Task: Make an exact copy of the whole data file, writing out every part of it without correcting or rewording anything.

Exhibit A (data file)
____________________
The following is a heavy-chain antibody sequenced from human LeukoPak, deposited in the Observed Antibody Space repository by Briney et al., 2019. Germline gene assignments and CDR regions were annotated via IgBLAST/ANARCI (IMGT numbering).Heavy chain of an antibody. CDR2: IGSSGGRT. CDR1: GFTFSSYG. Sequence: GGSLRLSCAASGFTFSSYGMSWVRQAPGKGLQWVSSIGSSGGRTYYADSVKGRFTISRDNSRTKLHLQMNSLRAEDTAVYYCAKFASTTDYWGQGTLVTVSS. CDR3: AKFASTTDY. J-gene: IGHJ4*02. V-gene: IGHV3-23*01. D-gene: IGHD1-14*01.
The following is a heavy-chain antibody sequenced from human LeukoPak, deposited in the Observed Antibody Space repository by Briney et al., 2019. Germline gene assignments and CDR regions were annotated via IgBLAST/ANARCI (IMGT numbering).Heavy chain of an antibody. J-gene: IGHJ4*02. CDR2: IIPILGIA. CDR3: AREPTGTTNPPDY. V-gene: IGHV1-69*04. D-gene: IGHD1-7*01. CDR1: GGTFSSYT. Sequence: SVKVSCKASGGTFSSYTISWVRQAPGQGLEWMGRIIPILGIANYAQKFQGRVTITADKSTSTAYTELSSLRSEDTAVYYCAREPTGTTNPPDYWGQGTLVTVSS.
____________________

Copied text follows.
The following is a heavy-chain antibody sequenced from human LeukoPak, deposited in the Observed Antibody Space repository by Briney et al., 2019. Germline gene assignments and CDR regions were annotated via IgBLAST/ANARCI (IMGT numbering).Heavy chain of an antibody. CDR2: IGSSGGRT. CDR1: GFTFSSYG. Sequence: GGSLRLSCAASGFTFSSYGMSWVRQAPGKGLQWVSSIGSSGGRTYYADSVKGRFTISRDNSRTKLHLQMNSLRAEDTAVYYCAKFASTTDYWGQGTLVTVSS. CDR3: AKFASTTDY. J-gene: IGHJ4*02. V-gene: IGHV3-23*01. D-gene: IGHD1-14*01.
The following is a heavy-chain antibody sequenced from human LeukoPak, deposited in the Observed Antibody Space repository by Briney et al., 2019. Germline gene assignments and CDR regions were annotated via IgBLAST/ANARCI (IMGT numbering).Heavy chain of an antibody. J-gene: IGHJ4*02. CDR2: IIPILGIA. CDR3: AREPTGTTNPPDY. V-gene: IGHV1-69*04. D-gene: IGHD1-7*01. CDR1: GGTFSSYT. Sequence: SVKVSCKASGGTFSSYTISWVRQAPGQGLEWMGRIIPILGIANYAQKFQGRVTITADKSTSTAYTELSSLRSEDTAVYYCAREPTGTTNPPDYWGQGTLVTVSS.